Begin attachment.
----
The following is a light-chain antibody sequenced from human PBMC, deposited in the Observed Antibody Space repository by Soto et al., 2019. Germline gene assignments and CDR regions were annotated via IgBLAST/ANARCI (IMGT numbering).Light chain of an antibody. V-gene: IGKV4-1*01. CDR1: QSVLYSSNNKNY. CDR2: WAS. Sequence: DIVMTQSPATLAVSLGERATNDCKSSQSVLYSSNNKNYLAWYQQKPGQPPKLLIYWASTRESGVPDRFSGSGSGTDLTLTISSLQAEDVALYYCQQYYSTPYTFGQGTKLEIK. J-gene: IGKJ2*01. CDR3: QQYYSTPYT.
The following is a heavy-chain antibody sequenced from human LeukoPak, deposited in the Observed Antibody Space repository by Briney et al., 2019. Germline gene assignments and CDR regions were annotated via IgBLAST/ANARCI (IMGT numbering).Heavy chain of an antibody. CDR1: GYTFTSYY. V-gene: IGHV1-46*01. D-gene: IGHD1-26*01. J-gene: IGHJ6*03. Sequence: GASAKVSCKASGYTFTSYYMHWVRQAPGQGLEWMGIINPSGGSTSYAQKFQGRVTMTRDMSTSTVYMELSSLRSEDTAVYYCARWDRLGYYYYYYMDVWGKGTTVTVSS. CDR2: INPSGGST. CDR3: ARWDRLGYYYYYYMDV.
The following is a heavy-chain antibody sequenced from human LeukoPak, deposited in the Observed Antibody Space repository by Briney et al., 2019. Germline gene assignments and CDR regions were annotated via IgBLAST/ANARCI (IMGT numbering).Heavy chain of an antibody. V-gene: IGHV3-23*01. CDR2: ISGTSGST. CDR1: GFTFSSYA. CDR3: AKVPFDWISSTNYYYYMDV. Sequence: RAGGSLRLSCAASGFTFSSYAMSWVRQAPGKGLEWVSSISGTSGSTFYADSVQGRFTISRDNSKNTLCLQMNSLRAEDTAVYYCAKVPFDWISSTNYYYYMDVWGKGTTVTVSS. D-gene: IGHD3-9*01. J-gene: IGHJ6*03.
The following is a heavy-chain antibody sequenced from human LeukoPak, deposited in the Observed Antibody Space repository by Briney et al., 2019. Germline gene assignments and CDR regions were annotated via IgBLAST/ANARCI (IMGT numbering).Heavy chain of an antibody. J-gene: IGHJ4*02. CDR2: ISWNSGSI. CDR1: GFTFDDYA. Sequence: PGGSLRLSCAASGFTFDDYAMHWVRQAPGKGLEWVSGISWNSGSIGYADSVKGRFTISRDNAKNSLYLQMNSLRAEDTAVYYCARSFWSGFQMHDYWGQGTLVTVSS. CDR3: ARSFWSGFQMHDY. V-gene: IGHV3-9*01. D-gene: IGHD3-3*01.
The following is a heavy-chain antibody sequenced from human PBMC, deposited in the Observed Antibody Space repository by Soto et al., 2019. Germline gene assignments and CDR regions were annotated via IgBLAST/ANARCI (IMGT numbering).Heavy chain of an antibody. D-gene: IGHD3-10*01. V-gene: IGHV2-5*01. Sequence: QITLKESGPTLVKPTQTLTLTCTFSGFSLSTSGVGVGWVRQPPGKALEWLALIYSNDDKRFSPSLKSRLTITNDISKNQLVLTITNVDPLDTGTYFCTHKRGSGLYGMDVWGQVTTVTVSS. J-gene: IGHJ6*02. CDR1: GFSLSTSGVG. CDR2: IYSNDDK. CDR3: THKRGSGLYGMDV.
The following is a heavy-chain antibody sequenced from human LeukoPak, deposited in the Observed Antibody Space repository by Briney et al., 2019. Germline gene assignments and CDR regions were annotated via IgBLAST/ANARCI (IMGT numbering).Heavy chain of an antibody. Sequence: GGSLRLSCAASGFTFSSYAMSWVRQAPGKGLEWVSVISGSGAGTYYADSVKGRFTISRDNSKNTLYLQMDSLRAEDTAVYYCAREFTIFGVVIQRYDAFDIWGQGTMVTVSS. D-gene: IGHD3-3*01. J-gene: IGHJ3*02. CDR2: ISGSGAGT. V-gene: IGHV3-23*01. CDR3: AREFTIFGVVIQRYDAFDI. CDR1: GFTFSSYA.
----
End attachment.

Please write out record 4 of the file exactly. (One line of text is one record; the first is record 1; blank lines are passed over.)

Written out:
The following is a heavy-chain antibody sequenced from human LeukoPak, deposited in the Observed Antibody Space repository by Briney et al., 2019. Germline gene assignments and CDR regions were annotated via IgBLAST/ANARCI (IMGT numbering).Heavy chain of an antibody. J-gene: IGHJ4*02. CDR2: ISWNSGSI. CDR1: GFTFDDYA. Sequence: PGGSLRLSCAASGFTFDDYAMHWVRQAPGKGLEWVSGISWNSGSIGYADSVKGRFTISRDNAKNSLYLQMNSLRAEDTAVYYCARSFWSGFQMHDYWGQGTLVTVSS. CDR3: ARSFWSGFQMHDY. V-gene: IGHV3-9*01. D-gene: IGHD3-3*01.